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Operation Grapple

Operation Grapple was a United Kingdom tri-service exercise leading to the detonation of the first British hydrogen bomb on May 15, 1957.

The operation centred on Christmas Atoll (now Kiritimati) in the mid-Pacific. There were both air bursts in the Pacific and also low level tests carried out at Maralinga, South Australia. There were nine open-air nuclear tests in all, conducted from May 1957 to September 1958. Both fission and fusion weapons were tested.

The very first fusion device was dropped from Vickers Valiant XD818 [1], piloted by Kenneth Hubbard , over Malden Island. The bomb weighed around 4,545 kg, code-named Green Granite or Short Granite, it was a combination fission-fusion device with a Red Beard primary and a lithium deuteride secondary. The expected yield was around 1 megaton.

It was released from a height of almost 13 km and exploded at 19:37 GMT after almost a minute in free-fall at 2,438 m (8,000 ft) above the ground. The device yielded just 300 kilotons. The relatively low yield prompted a redesign of the later bombs, the first test to yield over a megaton was on November 8 (Grapple X, bomb Round C). The final air burst tests on September 2 and 11, 1958 dropped bombs that yielded almost 3 megatons - Britain's most powerful tests.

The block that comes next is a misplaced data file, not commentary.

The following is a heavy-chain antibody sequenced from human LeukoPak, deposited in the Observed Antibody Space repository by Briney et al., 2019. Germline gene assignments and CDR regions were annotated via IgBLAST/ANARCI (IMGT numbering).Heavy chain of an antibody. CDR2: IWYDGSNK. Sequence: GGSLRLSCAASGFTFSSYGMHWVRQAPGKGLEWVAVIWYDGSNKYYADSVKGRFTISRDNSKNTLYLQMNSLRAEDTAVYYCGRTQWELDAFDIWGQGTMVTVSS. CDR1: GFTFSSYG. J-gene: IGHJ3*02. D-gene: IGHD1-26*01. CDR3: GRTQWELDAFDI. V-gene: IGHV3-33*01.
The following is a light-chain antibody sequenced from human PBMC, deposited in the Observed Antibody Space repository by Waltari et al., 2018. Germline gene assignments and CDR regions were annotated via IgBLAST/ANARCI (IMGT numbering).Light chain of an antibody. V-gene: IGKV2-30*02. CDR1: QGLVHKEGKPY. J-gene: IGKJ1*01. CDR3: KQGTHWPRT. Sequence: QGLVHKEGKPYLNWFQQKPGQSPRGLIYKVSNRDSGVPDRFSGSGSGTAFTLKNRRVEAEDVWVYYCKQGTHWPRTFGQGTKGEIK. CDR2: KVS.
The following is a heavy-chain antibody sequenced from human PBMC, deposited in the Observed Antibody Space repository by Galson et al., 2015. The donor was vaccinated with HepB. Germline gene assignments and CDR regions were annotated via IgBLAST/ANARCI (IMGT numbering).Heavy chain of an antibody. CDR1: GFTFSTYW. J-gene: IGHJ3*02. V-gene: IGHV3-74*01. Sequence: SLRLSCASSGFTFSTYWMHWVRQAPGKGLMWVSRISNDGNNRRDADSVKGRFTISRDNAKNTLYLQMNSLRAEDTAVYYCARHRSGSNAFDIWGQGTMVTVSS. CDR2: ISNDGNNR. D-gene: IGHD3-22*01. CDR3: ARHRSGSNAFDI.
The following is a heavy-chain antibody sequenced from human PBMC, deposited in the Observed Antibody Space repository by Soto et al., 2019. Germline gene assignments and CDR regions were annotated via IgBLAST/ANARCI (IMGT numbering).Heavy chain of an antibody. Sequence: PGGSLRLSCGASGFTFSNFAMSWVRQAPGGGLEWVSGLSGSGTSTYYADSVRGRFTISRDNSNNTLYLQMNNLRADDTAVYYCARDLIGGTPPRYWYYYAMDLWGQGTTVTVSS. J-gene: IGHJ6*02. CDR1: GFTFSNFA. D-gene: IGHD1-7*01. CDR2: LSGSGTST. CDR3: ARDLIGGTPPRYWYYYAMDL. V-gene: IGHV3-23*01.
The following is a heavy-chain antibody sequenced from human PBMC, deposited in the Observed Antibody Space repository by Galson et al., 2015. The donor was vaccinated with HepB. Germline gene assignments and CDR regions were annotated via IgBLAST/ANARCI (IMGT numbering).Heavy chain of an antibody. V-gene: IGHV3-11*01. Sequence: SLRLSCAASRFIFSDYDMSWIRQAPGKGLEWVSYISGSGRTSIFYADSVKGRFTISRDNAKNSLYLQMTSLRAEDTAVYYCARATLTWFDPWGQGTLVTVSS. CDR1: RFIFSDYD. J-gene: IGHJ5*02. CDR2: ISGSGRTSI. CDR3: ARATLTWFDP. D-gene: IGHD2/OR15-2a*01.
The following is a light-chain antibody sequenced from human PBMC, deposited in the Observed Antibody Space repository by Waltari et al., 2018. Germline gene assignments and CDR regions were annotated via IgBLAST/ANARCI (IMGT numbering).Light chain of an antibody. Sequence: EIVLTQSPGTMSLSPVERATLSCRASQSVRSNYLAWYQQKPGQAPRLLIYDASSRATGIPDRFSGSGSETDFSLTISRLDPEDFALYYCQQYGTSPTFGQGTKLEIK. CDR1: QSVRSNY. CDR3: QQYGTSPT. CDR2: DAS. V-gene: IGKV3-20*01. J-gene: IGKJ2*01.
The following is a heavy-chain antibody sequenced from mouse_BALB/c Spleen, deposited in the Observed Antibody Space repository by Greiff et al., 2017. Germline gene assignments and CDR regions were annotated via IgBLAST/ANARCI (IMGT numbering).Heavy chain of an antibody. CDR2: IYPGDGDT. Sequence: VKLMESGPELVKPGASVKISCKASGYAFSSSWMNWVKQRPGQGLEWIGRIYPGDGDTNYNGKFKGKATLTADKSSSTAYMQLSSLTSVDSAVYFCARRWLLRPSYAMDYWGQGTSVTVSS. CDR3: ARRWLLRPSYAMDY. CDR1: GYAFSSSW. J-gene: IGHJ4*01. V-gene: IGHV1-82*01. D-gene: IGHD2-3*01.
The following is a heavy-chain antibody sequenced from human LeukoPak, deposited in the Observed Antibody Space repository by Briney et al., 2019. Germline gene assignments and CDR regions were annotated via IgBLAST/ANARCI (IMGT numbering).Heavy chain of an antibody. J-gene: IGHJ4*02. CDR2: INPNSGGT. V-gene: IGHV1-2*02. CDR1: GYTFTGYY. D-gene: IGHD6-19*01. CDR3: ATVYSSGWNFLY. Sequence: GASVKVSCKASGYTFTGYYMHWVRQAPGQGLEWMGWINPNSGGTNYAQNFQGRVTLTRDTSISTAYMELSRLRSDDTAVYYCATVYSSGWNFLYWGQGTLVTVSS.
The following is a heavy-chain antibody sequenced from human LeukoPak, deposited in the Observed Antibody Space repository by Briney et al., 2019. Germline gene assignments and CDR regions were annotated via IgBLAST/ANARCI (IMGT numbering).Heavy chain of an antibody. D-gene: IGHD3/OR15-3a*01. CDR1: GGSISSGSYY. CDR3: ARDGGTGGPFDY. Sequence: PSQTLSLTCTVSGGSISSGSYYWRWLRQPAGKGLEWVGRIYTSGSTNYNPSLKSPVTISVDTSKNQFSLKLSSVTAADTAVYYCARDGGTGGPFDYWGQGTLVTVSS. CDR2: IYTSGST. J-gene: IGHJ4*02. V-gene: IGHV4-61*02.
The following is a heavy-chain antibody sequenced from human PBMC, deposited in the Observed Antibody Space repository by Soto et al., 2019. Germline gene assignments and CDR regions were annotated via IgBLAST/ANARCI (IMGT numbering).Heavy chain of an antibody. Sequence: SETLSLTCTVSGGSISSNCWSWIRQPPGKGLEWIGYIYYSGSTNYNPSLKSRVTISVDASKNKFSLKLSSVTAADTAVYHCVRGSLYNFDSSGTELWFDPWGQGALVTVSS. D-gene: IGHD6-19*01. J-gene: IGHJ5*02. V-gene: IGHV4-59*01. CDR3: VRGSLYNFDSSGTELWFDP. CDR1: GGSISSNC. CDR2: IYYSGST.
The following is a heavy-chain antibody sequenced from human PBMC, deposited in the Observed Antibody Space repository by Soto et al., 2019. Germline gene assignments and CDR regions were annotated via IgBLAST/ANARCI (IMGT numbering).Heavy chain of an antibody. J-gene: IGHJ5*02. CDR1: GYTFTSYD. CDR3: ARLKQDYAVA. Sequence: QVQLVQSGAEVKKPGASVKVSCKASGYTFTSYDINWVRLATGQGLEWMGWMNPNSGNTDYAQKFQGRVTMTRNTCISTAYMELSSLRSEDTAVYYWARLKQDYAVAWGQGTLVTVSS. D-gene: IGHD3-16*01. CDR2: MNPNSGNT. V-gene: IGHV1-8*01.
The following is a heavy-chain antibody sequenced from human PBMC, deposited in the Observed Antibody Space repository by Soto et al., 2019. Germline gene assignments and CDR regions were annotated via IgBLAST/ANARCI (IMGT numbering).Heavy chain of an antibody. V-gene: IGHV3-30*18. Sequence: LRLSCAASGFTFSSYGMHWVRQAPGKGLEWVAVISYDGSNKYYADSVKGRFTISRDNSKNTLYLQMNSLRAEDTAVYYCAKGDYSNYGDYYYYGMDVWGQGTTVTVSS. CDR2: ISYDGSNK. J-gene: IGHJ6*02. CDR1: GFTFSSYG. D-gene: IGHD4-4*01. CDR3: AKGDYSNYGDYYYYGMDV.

The operation was initiated by the arrival of the advanced party of troops at the end of May 1956, building up to around 1200 civilian and military participants at the end of that year. Initial landings were from the Bibby Line troopship 'Devonshire' which had sailed from the Far East and embarked servicemen at Suva (Fiji) who had been flown from Britain by commercial airlines. From early October, following the rebuilding of the island's main runway, the majority of arrivals came directly from Britain, via Hawaii, using Qantas chartered 'Super Constellation' aircraft. Departures of the first arrivals started early June 1957, using the same Qantas arrangement to Hawaii.

While Christmas was the main base, three other locations featured as key elements of the operation. Malden Island, about 200 miles south of 'Christmas' was the site for the air-dropped tests, and Penrhyn Island, a further 200 miles south was used as a monitoring site and weather station. Air support for the operation was generally routed through Hickmam air base on the Hawaiian Islands to the north, where a support group was located.

Supplies for the island were shipped primarily from the southern hemisphere - Australia and New Zealand, by freighters of the Royal Fleet Auxillary (RFA). The Royal Navy established a water processing plant early in the operation, which provided adequate supplies of drinking water and semi-salt water for showering.

Followed by Operation Antler.

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Last updated: 05-07-2005 05:32:24
Last updated: 05-13-2005 07:56:04